She moved to a public policy role at Twitter’s European HQ in Dublin in 2012, becoming managing director there in 2016.
Coding may not be her thing but she deals with big numbers: the Dublin office accounted for 35pc of Twitter’s $3.46 bn global revenues in 2019.
In her role, she deals with endless regulatory threats and the massive focus on the policing of sometimes deeply unsavoury content that face a social media giant that serves, for better or worse, as the world’s unofficial water cooler.
For Sharon McCooey, head of LinkedIn Ireland, an interest in technology can be traced back to a secondary school teacher, Mr Brophy, who introduced the class to computers.
That early introduction stood McCooey well. In 1993, she joined a then startup called Informix Software, which was later acquired by IBM. Over 25 years, McCooey has worked in five different tech companies and now heads up the Irish operation of one of the world’s largest – LinkedIn.
McCooey joined LinkedIn’s operations in Ireland in 2010. From a team of three, it now has a presence of over 1,700 people.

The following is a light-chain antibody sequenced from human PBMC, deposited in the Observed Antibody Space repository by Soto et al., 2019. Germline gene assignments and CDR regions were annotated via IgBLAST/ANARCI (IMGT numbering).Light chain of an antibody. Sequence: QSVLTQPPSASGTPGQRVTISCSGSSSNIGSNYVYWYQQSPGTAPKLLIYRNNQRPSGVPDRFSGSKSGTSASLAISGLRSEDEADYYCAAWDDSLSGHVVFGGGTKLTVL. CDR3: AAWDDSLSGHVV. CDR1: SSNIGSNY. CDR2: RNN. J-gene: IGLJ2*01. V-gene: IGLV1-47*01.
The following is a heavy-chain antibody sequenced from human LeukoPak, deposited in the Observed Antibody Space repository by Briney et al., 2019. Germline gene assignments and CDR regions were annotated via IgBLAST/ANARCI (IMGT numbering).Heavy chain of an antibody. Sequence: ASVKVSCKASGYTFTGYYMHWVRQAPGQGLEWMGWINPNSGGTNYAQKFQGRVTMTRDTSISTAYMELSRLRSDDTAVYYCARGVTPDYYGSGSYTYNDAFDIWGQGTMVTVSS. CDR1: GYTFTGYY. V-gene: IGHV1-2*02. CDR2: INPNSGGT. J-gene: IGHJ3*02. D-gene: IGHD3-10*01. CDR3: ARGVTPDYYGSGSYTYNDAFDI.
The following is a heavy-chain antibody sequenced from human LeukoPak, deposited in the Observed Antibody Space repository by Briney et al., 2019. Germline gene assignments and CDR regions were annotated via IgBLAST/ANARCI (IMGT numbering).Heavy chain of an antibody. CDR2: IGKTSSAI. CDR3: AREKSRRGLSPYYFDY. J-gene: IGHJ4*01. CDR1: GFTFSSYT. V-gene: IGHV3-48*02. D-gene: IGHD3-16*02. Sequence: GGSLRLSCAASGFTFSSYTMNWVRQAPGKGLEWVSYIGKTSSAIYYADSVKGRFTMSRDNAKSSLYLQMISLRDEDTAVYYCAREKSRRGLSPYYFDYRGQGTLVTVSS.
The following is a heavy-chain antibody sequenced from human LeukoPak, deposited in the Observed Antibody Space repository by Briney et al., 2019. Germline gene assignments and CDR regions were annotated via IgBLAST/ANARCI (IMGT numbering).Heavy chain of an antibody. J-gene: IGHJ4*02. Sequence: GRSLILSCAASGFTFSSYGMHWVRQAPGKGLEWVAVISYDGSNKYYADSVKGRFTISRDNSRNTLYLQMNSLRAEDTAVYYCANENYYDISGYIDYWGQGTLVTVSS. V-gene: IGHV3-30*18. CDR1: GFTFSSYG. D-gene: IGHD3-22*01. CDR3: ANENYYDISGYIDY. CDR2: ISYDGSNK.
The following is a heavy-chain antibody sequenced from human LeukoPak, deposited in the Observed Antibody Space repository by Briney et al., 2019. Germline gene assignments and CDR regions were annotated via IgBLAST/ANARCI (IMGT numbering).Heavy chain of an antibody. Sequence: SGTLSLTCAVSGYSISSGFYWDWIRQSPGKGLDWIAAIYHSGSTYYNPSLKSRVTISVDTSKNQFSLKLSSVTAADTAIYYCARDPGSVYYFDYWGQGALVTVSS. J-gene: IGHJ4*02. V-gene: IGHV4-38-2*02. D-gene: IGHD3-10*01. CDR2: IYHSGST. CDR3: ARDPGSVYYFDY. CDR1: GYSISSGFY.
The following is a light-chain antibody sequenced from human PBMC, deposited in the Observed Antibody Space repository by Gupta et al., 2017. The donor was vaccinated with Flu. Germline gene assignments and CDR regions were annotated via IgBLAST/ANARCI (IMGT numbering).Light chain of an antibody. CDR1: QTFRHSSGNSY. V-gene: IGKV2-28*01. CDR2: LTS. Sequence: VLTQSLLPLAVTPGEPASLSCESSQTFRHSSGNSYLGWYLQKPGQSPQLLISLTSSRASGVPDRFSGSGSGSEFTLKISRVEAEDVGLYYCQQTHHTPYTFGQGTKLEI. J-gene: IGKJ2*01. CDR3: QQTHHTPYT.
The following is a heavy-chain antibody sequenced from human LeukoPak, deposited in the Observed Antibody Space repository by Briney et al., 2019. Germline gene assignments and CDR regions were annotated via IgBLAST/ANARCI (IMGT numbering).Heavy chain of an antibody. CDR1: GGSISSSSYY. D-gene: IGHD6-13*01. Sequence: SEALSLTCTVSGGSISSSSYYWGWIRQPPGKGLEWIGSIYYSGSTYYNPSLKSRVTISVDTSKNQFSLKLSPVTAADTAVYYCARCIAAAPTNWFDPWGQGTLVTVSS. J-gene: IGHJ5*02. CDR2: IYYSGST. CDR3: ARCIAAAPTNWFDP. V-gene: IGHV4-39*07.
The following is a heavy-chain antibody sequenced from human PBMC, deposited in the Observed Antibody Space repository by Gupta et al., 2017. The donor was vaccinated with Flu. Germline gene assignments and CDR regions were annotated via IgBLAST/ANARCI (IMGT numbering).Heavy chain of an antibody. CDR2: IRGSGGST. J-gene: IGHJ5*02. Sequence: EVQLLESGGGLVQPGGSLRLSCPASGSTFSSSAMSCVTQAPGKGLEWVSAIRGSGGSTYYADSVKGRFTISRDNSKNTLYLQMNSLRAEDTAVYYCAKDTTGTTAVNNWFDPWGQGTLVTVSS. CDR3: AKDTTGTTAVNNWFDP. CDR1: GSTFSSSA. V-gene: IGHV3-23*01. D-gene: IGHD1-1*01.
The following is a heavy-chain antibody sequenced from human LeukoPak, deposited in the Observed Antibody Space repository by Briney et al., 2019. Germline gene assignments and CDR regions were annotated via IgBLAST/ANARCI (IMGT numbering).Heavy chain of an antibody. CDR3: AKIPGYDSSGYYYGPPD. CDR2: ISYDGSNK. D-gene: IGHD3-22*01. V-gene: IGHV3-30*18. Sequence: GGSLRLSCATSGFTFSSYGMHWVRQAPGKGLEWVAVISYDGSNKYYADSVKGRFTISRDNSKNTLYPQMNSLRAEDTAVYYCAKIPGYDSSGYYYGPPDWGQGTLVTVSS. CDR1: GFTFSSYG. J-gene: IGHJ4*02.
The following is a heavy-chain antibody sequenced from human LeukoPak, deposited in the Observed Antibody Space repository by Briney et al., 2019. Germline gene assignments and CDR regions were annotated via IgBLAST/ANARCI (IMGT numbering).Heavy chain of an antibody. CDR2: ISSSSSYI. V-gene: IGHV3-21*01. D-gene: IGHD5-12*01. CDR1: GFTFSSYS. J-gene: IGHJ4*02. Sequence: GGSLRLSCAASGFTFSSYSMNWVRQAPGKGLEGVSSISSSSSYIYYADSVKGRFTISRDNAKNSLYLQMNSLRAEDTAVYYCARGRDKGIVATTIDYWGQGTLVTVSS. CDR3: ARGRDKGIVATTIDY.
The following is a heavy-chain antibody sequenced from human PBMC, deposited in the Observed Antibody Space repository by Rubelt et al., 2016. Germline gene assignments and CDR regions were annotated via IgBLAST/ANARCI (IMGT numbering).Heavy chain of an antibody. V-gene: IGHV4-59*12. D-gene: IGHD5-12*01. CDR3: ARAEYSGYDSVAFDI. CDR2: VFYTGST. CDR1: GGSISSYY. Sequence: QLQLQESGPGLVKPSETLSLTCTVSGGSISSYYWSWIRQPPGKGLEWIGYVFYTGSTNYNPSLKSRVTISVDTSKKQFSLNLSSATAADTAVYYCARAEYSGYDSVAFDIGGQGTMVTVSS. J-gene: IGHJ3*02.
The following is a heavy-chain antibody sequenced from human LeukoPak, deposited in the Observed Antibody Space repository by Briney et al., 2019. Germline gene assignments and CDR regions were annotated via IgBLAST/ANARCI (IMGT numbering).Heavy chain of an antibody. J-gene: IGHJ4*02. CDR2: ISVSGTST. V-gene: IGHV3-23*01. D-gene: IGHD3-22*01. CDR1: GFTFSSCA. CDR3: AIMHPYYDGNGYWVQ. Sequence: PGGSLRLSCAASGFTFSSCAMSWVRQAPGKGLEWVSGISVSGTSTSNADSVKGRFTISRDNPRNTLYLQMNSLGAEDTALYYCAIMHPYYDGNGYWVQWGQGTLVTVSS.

“Early in my career I didn’t see women in the sector, so there were not many role models to aspire to,” says McCooey.
“The industry has really changed and I now have female role models, peers, colleagues and friends at every level.”
There’s already been some big announcements, and valuations, for Eileen O’Mara, head of EMEA revenue and growth at Stripe. The $95bn-valued firm is set to add at least 1,000 jobs here over the next five years.
O’Mara, who has over 20 years’ experience in the sector, specialises in building and scaling go-to-market functions for Stripe globally.
O’Mara is an admirer of many Irish female-led tech companies, including some not mentioned on this list like Talivest, led by Jayne Ronanye, and Lios led by Rhona Togher and Eimear O’Carroll.
“The technology industry should reflect our society and offer an equal opportunity for men and women to have an exciting and fulfilling career – we need more women to make that a reality,” she says.